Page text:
‘We aren’t the only intelligent beings in this universe,’ the Bishop said quietly. ‘And I’m not talking about dolphins or whales. There is another world, in touching distance of ours, and their citizens sometimes cross over and walk among us. Most humans can’t see them.’
Some whisky went down the wrong way, and I coughed. The pain made my voice sharp. ‘But you said that fantasy novels were a waste of time!’
‘I prefer real science, real plots, not fantastical worlds with knights riding dragons.’ The Bishop took another swallow of whisky, and refilled his glass. ‘How much do you know about me, Penny? Really?’
I stared down at my glass. ‘I remember you were the vicar who wouldn’t let couples have “I Vow to Thee my Country” at their wedding.’
‘And more than that. I know you do your research. I’ve read your Master’s thesis. All fifty-five thousand words of it.’
That made me wince. Fifty-five thousand words on the theology of Buffy the Vampire Slayer. I nearly apologised, but caught myself just in time. ‘You’re a conservative evangelical. You accept the Big Bang and evolutionary theory but maintain a belief in the Virgin Birth and the bodily resurrection.’ Then I looked up at him. ‘You were originally against the ordination of women, but you voted in favour of women bishops.’
‘My counterpart required it.’
Another slosh of whisky into his glass. I tried not to look at how steadily the bottle was being depleted. ‘The equivalent of England in their world is called Lloegyr. Each diocese in the Church of England is linked to a diocese in Eglwys Loegyr, the national church of Lloegyr. So Nenehamption is linked to Esgobaeth Llanbedr. We have roughly the same parish boundaries. My counterpart is Bishop Aeron. At our first meeting, five years ago, she told me the Eglwys Loegyr had long ago accepted the ordination of females to all three clerical orders, and if we were to work together I would have to do the same.’
‘She?’ I repeated. ‘So this Eglwys Loegyr has had women bishops longer than the Church of England?’
‘Oh, she’s not a woman.’ The Bishop sighed. ‘She’s a dragon.’
Now it was my turn to take a deep swallow of whisky. ‘And her assistant bishop is a unicorn?’
‘No, he’s another dragon. But one of her archdeacons is a unicorn. The other archdeacon is a vampire. With a soul.’ He gave me a weak smile. ‘That’s why I found reading your thesis so helpful. I needed a crash course in vampires. Not that all of Buffy was accurate. But it helped me to understand why Archdeacon Rhis always asked for evening meetings.’
‘An archdeacon vampire with a soul,’ I said weakly. ‘That’s going to be hard to believe.’
‘I can understand that.’
‘Because lots of people doubt that archdeacons have souls.’
The Bishop laughed. ‘You once told me a joke about a blind rabbit and archdeacons.’
I winced. ‘Sorry.’
‘It was irreverent. That’s one of the things I was told to look for.’ He pushed the bottle and his empty glass away, and picked up the mug of cold coffee. ‘And for someone who has seen at least one of Lloegyr’s more unusual citizens.’
‘The dragon?’ I asked, suddenly shocked into remembering the events of just a few days ago. ‘Did I really see a dragon on the A43?’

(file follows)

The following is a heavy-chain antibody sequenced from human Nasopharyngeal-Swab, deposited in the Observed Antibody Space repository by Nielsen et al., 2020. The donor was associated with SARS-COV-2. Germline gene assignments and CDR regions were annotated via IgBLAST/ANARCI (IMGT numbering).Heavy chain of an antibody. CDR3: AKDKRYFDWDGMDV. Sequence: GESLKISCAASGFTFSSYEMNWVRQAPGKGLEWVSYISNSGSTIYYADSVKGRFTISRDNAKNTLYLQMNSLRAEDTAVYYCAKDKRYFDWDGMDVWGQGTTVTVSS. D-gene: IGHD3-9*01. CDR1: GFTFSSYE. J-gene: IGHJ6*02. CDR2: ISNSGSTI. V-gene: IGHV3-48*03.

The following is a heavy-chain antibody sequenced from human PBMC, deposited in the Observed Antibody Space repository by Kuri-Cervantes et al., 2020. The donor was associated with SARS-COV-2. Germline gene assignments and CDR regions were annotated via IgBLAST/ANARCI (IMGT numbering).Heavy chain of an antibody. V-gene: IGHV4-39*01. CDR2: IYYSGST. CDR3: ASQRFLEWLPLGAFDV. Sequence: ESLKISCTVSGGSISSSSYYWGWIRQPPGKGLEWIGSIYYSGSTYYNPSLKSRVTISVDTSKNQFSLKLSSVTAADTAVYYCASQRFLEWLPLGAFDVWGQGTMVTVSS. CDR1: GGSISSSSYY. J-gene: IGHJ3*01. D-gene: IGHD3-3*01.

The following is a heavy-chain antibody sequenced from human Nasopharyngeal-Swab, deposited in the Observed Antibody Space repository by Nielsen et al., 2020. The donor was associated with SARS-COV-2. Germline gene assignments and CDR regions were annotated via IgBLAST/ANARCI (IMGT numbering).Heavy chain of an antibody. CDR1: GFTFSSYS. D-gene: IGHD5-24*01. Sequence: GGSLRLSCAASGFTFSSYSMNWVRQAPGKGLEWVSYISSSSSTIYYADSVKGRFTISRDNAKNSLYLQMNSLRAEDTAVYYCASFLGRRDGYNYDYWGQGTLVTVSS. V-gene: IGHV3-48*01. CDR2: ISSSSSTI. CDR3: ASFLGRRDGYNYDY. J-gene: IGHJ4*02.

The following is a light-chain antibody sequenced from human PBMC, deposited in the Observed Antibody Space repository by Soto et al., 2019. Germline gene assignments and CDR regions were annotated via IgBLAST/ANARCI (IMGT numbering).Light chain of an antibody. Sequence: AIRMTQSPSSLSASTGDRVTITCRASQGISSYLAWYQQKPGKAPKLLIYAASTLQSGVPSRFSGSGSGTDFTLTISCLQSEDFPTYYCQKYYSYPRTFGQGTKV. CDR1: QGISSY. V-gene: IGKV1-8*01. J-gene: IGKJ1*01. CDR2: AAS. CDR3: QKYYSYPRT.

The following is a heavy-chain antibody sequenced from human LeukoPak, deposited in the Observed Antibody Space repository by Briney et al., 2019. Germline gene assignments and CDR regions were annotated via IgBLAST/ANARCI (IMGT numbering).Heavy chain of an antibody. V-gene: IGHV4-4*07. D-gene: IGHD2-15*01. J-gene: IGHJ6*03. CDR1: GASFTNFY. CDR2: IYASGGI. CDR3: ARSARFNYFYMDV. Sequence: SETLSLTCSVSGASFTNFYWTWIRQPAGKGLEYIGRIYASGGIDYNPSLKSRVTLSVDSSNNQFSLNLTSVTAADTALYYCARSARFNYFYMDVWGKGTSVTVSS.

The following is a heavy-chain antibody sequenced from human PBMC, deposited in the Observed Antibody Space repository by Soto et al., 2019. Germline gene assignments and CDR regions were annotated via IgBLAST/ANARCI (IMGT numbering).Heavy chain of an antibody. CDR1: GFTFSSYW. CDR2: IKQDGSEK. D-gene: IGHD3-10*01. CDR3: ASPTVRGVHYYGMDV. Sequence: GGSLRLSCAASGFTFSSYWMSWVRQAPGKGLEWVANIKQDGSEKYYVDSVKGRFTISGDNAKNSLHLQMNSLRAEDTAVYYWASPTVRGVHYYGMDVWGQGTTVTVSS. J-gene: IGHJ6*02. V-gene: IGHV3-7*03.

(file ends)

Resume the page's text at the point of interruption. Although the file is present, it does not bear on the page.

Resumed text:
‘You did. And I’ve been told you did a good job.’ He took a deep breath. ‘I’m here to talk about a diocesan role. If you’re interested, there is an application form to complete and you’d be interviewed by senior staff from both dioceses.’
‘What sort of role?’
‘Lloegyr, well all of Daear, their word for Earth, seems to exist in a parallel world, or plane, or dimension.’ I suddenly realised how unwelcome all of this knowledge had been to the Bishop, and in that moment I stopped expecting someone to jump out with a hidden camera. He was absolutely serious, the entire conversation was truthfully meant. ‘My first degree was in chemistry, not physics, so I can’t pretend to understand. But some of their people, and ours, can travel between the two worlds. Some do so with full consent from our respective governments. Others do so illegally, or accidentally. So we need people on both sides who can deal with the fallout from unwelcome visitors. Each English diocese has a Vicar General of Incursions. We need a new one, and I’d like you to apply.’
‘Who was the previous one?’
‘Canon Michael Tedbury.’
‘The one who died of a heart attack,’ I said, rustling up the appropriate tone of sympathy.
‘Not a heart attack.’ The Bishop sighed. ‘He made the mistake of looking at a basilisk. The role isn’t without its dangers.’
‘So. Let me recap.’ The room was spinning gently, and I didn’t think it was only due to the whisky. ‘There is a parallel world of dragons and unicorns and bears, oh my, and they’re Christians–’
‘Some of them are. Lloegyr is as multi-cultural as England. They also have Muslims, Buddhists, atheists, and a thriving community of Zoroastrians living in their equivalent of Manchester.’
‘But the Christians,’ I continued, struck by a sudden thought, ‘do they have, well, Jesus as human? Or as a dragon on a cross?’ Then I felt myself flush. ‘Sorry, being heretical is something I usually do deliberately.’
‘They portray Jesus as human,’ the Bishop responded evenly. ‘Centuries ago the Celtic Church sent missionaries, human missionaries, to Lloegyr. At my first meeting with her, Bishop Aeron quoted 2 Corinthians 5: 19. “To wit, that God was in Christ, reconciling the world unto himself.” She pointed out that the Greek word is “cosmos”, the universe, which surely includes other dimensions as well as our own.’
‘They have the King James Bible?’
‘And the 1662 Book of Common Prayer, which they prefer.’ The Bishop grinned. ‘Sometimes, when I receive yet another missive from The Prayer Book Society, I want to recommend that they all emigrate to Lloegyr. They might be happier there.’
I bit my lower lip. I actually quite enjoy the 8:00 am Communion I offer once a month, even if only six people would turn up for a BCP service. ‘Why me?’
‘You meet many of the requirements. I’ll have my secretary send you the role description and application form, and you’ll see that for yourself.’ The Bishop stood, and I also rose to my feet. ‘Oh, do you remember any of your Welsh?’
I dug deep into my lessons at college. ‘Gallaf siarad ychydig o Gymraeg. Why?’
‘Welsh is the national language of Cymru and Lloegyr.’ He grinned. ‘In their world, the Welsh conquered the English.’ Then he was serious again. ‘Do you think you might be interested?’
‘Yes,’ I said slowly. Once the Bishop was gone, I was going to pour myself a large helping of whisky.